• Interviewer adaptability is crucial. Shifting from traditional assessments to solely skills-based evaluations demands thorough training and adjustment. Candidates' potential discomfort with interacting with avatars and modified voices may affect their performance and overall experience.

Rakhra also shares a few possible challenges involved in the blind hiring process:

  • Candidates might feel uncomfortable interacting with avatars and having their voices altered, potentially affecting their performance.
  • Risk of impersonation is another challenge with this approach and most organisations witnessed that during Covid times when personal interactions were eliminated.
  • Technical challenges could arise, disrupting the interview process. Unintended biases could be introduced during the avatar creation process, potentially counteracting the intended bias reduction.
  • Assessing cultural fit might be compromised due to the absence of personal interaction.
  • Ethical concerns could emerge surrounding transparency and candidate consent, while legal implications might arise concerning data privacy.

“Organisations must carefully weigh these risks against the benefits of reduced bias. Successful adoption of any new technology requires thorough evaluation, strategic planning, and alignment with organisational values and goals,” Rakhra points out.

Rakhra further asserts that organisations must weigh the potential benefits against the formidable challenges and consider contextual factors before embarking on this path. “Ethical and legal concerns must be navigated adeptly. Transparency, data privacy and candidate consent are critical, and potential biases introduced during avatar creation need careful mitigation,” she says.

Roles suitable for blind hiring 

Rakhra says that role suitability is another consideration. Certain positions heavily reliant on specific physical attributes, facial expressions, or non-verbal communication might not be effectively assessed using avatars and voice modification. “A careful evaluation of job requirements and alignment with the principles of unbiased assessment is imperative when considering the applicability of extremely blind hiring to various job roles,” she points out.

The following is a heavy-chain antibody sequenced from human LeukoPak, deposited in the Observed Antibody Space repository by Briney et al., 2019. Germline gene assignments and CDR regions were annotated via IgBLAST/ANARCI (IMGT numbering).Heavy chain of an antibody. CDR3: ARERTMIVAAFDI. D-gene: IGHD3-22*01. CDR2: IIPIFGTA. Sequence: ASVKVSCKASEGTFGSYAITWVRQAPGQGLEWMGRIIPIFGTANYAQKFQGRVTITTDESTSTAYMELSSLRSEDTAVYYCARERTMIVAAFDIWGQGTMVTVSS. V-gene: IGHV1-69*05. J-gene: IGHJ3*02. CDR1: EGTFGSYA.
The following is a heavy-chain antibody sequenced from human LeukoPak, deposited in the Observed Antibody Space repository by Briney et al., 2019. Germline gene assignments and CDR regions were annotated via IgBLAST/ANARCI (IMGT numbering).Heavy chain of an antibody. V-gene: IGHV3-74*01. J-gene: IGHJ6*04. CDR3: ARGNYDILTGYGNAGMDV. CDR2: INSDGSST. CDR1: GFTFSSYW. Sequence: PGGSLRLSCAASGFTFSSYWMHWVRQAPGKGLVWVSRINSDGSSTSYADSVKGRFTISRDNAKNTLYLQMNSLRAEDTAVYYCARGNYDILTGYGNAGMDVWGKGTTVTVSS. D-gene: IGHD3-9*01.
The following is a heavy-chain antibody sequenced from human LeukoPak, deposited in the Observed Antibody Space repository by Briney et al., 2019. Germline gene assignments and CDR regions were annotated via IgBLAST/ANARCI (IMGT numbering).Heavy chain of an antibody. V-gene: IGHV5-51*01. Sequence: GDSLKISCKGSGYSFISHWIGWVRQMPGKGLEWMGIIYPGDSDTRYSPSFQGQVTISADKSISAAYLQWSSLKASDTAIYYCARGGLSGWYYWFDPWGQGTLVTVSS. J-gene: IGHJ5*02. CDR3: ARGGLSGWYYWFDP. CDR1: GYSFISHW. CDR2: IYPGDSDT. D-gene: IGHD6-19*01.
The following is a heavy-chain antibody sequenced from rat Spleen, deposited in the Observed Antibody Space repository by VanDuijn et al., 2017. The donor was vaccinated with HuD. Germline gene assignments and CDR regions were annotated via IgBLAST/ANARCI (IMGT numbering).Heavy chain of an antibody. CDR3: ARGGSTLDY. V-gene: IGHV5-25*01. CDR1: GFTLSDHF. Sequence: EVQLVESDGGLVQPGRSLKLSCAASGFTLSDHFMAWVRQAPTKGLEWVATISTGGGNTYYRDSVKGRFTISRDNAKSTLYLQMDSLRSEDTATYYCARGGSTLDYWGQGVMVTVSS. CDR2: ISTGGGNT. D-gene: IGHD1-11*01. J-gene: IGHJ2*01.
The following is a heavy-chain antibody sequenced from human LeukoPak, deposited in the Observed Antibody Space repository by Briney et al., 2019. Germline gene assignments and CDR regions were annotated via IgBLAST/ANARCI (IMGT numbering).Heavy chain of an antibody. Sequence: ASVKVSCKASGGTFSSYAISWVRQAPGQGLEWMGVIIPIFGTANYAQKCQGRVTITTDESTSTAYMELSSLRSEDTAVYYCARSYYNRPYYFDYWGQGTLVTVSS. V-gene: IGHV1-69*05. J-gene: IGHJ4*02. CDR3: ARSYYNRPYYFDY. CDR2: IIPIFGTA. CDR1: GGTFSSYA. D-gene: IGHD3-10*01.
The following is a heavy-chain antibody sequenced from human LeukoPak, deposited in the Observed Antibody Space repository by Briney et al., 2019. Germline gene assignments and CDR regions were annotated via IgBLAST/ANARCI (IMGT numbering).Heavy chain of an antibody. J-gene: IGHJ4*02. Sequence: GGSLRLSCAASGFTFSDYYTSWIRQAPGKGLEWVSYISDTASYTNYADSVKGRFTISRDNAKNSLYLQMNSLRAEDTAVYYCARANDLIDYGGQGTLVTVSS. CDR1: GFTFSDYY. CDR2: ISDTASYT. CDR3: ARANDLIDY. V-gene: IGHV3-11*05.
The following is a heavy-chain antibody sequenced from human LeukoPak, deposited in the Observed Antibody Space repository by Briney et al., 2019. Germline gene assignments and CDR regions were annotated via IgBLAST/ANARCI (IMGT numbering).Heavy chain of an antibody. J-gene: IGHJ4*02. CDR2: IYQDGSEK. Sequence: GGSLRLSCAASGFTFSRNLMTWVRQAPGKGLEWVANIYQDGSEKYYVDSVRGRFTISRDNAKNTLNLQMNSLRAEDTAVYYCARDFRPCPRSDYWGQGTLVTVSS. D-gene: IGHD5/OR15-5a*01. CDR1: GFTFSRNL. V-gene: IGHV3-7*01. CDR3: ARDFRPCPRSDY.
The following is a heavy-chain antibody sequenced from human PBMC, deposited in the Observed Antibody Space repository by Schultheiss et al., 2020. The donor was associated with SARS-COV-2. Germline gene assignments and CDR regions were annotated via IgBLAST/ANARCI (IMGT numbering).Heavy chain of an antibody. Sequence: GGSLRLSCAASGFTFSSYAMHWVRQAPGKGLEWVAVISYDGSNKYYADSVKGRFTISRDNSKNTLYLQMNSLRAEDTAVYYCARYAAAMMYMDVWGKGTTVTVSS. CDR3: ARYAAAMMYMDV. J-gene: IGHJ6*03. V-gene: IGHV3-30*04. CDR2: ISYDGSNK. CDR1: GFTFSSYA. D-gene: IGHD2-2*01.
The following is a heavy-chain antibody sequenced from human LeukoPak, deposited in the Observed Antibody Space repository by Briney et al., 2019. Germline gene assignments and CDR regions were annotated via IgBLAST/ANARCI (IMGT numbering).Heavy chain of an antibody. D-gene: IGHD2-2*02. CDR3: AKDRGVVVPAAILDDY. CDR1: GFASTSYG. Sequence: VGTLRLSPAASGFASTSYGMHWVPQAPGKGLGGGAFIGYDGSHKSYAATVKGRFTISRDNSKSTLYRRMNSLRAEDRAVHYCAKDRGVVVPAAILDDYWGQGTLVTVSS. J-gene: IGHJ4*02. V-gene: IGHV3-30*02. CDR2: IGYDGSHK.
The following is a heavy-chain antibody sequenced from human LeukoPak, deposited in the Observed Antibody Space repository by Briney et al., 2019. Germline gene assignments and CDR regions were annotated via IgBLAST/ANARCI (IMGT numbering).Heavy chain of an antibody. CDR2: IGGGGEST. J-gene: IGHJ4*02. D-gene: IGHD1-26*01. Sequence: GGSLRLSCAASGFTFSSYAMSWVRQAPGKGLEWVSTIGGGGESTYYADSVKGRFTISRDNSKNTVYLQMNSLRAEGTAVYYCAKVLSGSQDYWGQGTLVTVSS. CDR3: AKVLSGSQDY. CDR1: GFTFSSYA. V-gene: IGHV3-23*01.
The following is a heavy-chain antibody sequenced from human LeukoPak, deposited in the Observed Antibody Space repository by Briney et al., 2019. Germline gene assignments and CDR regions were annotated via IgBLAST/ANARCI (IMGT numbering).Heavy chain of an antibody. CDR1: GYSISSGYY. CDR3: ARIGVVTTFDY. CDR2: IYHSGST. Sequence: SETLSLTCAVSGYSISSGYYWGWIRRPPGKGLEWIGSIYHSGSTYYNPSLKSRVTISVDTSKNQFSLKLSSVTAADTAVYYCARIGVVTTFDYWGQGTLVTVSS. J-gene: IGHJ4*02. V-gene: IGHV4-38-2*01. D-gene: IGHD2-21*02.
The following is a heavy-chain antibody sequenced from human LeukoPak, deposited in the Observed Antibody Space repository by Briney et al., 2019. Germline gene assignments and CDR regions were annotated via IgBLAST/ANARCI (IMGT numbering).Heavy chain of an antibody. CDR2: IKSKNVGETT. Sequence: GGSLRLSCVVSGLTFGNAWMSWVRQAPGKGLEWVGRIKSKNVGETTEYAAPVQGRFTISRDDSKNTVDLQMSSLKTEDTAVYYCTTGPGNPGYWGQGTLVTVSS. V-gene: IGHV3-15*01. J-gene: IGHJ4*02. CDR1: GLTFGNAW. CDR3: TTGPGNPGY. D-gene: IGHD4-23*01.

According to Bala of SG Analytic, blind hiring should be for roles that are not relationship-heavy or personality traits dependent. Given that extreme blind hiring can de-personalise the hiring process, it can impact hiring for roles that are relationship-heavy like sales, customer service, HR, etc.

Pandey of Swastika Investmart says it is essential to think about both the advantages and disadvantages of the blind hiring method before deciding whether or not to use it. 

He suggests companies can deploy blind hiring in customer-facing positions, and problem-solving positions by adopting following practices:

Customer-facing positions: During the interview, the hiring manager can ask questions that will give them insight into how the candidate works with customers and how they handle difficult situations. The responses will give the interviewer an idea of the candidate's ability to handle customer complaints and resolve customer issues.

Problem-solving positions: Critical and creative thinking are typically required in these roles. This can be assessed using exams and interviews that require the candidate to solve problems. 

In technical roles, Pandey says, exams and interviews can be used to quickly assess the knowledge and experience that are commonly required for these professions. For instance, the candidate's expertise in several programming languages might be assessed by a coding test and an interview for the role of a software engineer. 

Though implementing blind hiring during the initial screening and shortlisting stages is practical, the feasibility of maintaining anonymity during later stages, such as interviews and assessments, can be more complex. Also, as the extreme cases of blind hiring even alter the voice of the candidates, this cuts the possibilities of non-verbal communication as it would be difficult to catch the real intonation and inflection of the said words.

In practice, going forward with a fully blind hiring process appears to be not completely feasible. Instead, the focus can be on creating a balanced approach that combines elements of blind hiring with efforts to address biases at different stages of the recruitment process.